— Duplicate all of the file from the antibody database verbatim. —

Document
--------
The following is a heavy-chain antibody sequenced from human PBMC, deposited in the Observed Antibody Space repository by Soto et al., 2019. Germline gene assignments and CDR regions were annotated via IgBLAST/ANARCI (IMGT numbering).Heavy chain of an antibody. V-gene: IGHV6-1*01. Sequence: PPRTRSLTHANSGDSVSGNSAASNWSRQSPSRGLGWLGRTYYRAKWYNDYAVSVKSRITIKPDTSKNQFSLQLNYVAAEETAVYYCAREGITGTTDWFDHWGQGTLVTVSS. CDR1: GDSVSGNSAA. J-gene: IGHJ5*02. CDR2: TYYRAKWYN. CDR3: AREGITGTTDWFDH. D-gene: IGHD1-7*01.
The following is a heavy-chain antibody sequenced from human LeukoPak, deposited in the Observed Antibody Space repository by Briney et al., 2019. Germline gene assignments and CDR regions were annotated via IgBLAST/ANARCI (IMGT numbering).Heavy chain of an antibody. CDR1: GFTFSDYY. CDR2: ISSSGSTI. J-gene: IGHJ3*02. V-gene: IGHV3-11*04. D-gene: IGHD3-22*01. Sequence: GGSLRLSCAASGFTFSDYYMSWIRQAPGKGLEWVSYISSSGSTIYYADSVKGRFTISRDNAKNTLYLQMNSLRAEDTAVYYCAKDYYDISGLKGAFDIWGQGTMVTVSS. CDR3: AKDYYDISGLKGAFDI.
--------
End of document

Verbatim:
The following is a heavy-chain antibody sequenced from human PBMC, deposited in the Observed Antibody Space repository by Soto et al., 2019. Germline gene assignments and CDR regions were annotated via IgBLAST/ANARCI (IMGT numbering).Heavy chain of an antibody. V-gene: IGHV6-1*01. Sequence: PPRTRSLTHANSGDSVSGNSAASNWSRQSPSRGLGWLGRTYYRAKWYNDYAVSVKSRITIKPDTSKNQFSLQLNYVAAEETAVYYCAREGITGTTDWFDHWGQGTLVTVSS. CDR1: GDSVSGNSAA. J-gene: IGHJ5*02. CDR2: TYYRAKWYN. CDR3: AREGITGTTDWFDH. D-gene: IGHD1-7*01.
The following is a heavy-chain antibody sequenced from human LeukoPak, deposited in the Observed Antibody Space repository by Briney et al., 2019. Germline gene assignments and CDR regions were annotated via IgBLAST/ANARCI (IMGT numbering).Heavy chain of an antibody. CDR1: GFTFSDYY. CDR2: ISSSGSTI. J-gene: IGHJ3*02. V-gene: IGHV3-11*04. D-gene: IGHD3-22*01. Sequence: GGSLRLSCAASGFTFSDYYMSWIRQAPGKGLEWVSYISSSGSTIYYADSVKGRFTISRDNAKNTLYLQMNSLRAEDTAVYYCAKDYYDISGLKGAFDIWGQGTMVTVSS. CDR3: AKDYYDISGLKGAFDI.